4. It signals important change in your company. Whether you have a new CEO, you’re offering new services, or you’ve made a similarly impactful change in your business, a brand refresh is a great way to visually indicate that you’re evolving.
  5. It ensures all parts of your visual identity are cohesive. In some cases, you may have jumped into your company head first without thinking too much about a full visual identity. Your company’s visual identity goes beyond just a logo to include colors, fonts, patterns, and other parts of your brand that a customer sees and comes to associate with your business. A brand refresh is the perfect way to formalize your visual identity without causing too much disruption.

3 brand refresh examples

Let’s take a look at three famous brand refreshes so you can get a good idea of how this concept works out in the real world.

1. CVS

The pharmacy chain is an excellent example of retaining recognizable visual elements while pivoting to meet a new mission. In 2016, CVS took significant steps to align itself with wellness and a person’s whole health, uniting four disparate brands under the banner of CVS Health. Two years prior, the company famously decided to stop selling cigarettes in its stores — certainly a healthy move. And just a year later, the company bought the healthcare company Aetna.

CVS retained its signature red font and big block lettering in this logo, even with such a drastic change. The creative team added a heart to symbolize care and well-being, bringing this company into a healthy future without leaving recognizable components of the national pharmacy chain behind.

2. Holiday Inn

Holiday Inn Logo
HolidayInn Logo by Logos-download

The hotel and hospitality chain’s old logo retained some 3D elements reminiscent of ‘90s graphic design. As Holiday Inn moved to refresh its hotel rooms, it changed the logo to better reflect the direction in which the company was heading. This brand refresh, completed in 2007, retained the script-inspired “H” in Holiday Inn and the green used in the logo while choosing a fresh new palette and gradient. Under this new, refreshed logo, customers know that Holiday Inn offers a revamped experience wherever its hotels can be found.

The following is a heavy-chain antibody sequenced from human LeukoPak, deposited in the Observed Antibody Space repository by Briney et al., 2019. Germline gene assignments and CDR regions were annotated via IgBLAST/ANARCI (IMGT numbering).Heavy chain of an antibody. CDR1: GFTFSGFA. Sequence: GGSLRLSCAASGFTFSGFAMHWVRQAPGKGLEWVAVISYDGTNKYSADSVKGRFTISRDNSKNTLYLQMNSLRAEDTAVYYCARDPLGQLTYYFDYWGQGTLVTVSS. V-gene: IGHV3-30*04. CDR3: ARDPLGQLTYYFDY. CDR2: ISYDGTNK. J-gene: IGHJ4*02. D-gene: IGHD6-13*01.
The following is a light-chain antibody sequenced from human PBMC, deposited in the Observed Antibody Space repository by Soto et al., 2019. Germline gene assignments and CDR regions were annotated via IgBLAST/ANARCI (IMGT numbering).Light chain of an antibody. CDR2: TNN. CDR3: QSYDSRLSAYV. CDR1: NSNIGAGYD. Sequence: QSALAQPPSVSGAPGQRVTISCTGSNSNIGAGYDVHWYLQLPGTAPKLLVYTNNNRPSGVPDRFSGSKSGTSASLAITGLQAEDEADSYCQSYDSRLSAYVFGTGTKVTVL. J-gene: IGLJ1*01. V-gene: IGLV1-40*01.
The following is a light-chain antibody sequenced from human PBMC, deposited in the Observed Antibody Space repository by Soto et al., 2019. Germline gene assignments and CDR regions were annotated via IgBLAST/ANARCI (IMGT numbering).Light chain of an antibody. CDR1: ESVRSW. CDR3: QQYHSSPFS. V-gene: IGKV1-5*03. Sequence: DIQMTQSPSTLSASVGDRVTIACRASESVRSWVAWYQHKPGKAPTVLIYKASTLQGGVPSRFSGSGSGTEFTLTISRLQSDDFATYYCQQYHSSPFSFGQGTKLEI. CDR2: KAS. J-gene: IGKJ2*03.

3. Mastercard

apple pay
Photo by on Unsplash

The two overlapping circles in the Mastercard logo have been a part of the brand since the 1960s. The yellow and orange circles have been through several iterations throughout the years — paired with different words, striped to indicate an overlap — but the latest brand refresh in 2019 removed the “Mastercard” wordmark altogether. The two circles have become so closely associated with the brand that they could successfully stand in place of the name, and there would be no doubt which company stood behind the logo. It’s the perfect example of the power of imagery in a logo done right.

Use Namecheap Visual for your next brand refresh

Whether you’re marking 10 years in business, expanding your product offerings, or simply want to revive a tired logo, a brand refresh can help you keep up with the competition and remain relevant in a fast-paced world. Namecheap Visual is a suite of tools that can help you quickly and effectively complete a brand refresh. These easy-to-use and intuitive products help you create your new look with the help of the free Logo Maker, the accessible website builder Site Maker, and Card Maker to create new business cards with your refreshed look. And when you’re ready to share your refreshed brand with the world, Stencil by Visual helps you create images for social media and other digital marketing that can be shared with the world in minutes. Head to Visual to explore all our products and see how they can help you keep your brand relevant, attractive, and competitive.


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Nick A.

Nick Allen is a writer, photographer, and content marketer. He’s also the founder of BrainBoost Media, a boutique content and operations studio. With a wide range of interests, he enjoys reading and writing about sports, entrepreneurship, and start-ups.